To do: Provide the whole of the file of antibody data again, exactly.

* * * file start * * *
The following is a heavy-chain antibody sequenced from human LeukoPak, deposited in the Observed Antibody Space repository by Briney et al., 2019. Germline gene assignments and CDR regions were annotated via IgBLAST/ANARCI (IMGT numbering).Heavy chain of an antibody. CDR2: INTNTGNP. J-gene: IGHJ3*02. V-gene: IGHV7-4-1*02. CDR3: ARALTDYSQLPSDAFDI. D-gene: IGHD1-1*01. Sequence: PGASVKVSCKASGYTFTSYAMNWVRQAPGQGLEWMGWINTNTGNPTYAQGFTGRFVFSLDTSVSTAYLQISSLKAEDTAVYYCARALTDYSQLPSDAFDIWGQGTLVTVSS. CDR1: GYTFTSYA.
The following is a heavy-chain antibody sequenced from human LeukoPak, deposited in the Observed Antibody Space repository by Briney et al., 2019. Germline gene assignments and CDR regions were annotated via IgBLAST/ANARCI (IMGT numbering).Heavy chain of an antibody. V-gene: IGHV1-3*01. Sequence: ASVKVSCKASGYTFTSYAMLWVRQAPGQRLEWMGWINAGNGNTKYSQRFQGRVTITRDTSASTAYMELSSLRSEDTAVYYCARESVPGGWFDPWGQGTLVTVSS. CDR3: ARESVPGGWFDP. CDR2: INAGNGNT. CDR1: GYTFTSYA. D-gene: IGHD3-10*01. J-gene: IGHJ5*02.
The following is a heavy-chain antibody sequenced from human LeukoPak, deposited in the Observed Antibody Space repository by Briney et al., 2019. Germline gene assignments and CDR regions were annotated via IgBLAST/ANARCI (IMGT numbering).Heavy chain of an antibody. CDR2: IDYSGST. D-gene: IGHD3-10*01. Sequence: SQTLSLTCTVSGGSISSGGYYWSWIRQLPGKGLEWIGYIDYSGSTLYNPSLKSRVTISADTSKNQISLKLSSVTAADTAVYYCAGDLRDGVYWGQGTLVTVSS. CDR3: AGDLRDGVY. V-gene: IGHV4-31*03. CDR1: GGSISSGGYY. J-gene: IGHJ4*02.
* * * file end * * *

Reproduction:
The following is a heavy-chain antibody sequenced from human LeukoPak, deposited in the Observed Antibody Space repository by Briney et al., 2019. Germline gene assignments and CDR regions were annotated via IgBLAST/ANARCI (IMGT numbering).Heavy chain of an antibody. CDR2: INTNTGNP. J-gene: IGHJ3*02. V-gene: IGHV7-4-1*02. CDR3: ARALTDYSQLPSDAFDI. D-gene: IGHD1-1*01. Sequence: PGASVKVSCKASGYTFTSYAMNWVRQAPGQGLEWMGWINTNTGNPTYAQGFTGRFVFSLDTSVSTAYLQISSLKAEDTAVYYCARALTDYSQLPSDAFDIWGQGTLVTVSS. CDR1: GYTFTSYA.
The following is a heavy-chain antibody sequenced from human LeukoPak, deposited in the Observed Antibody Space repository by Briney et al., 2019. Germline gene assignments and CDR regions were annotated via IgBLAST/ANARCI (IMGT numbering).Heavy chain of an antibody. V-gene: IGHV1-3*01. Sequence: ASVKVSCKASGYTFTSYAMLWVRQAPGQRLEWMGWINAGNGNTKYSQRFQGRVTITRDTSASTAYMELSSLRSEDTAVYYCARESVPGGWFDPWGQGTLVTVSS. CDR3: ARESVPGGWFDP. CDR2: INAGNGNT. CDR1: GYTFTSYA. D-gene: IGHD3-10*01. J-gene: IGHJ5*02.
The following is a heavy-chain antibody sequenced from human LeukoPak, deposited in the Observed Antibody Space repository by Briney et al., 2019. Germline gene assignments and CDR regions were annotated via IgBLAST/ANARCI (IMGT numbering).Heavy chain of an antibody. CDR2: IDYSGST. D-gene: IGHD3-10*01. Sequence: SQTLSLTCTVSGGSISSGGYYWSWIRQLPGKGLEWIGYIDYSGSTLYNPSLKSRVTISADTSKNQISLKLSSVTAADTAVYYCAGDLRDGVYWGQGTLVTVSS. CDR3: AGDLRDGVY. V-gene: IGHV4-31*03. CDR1: GGSISSGGYY. J-gene: IGHJ4*02.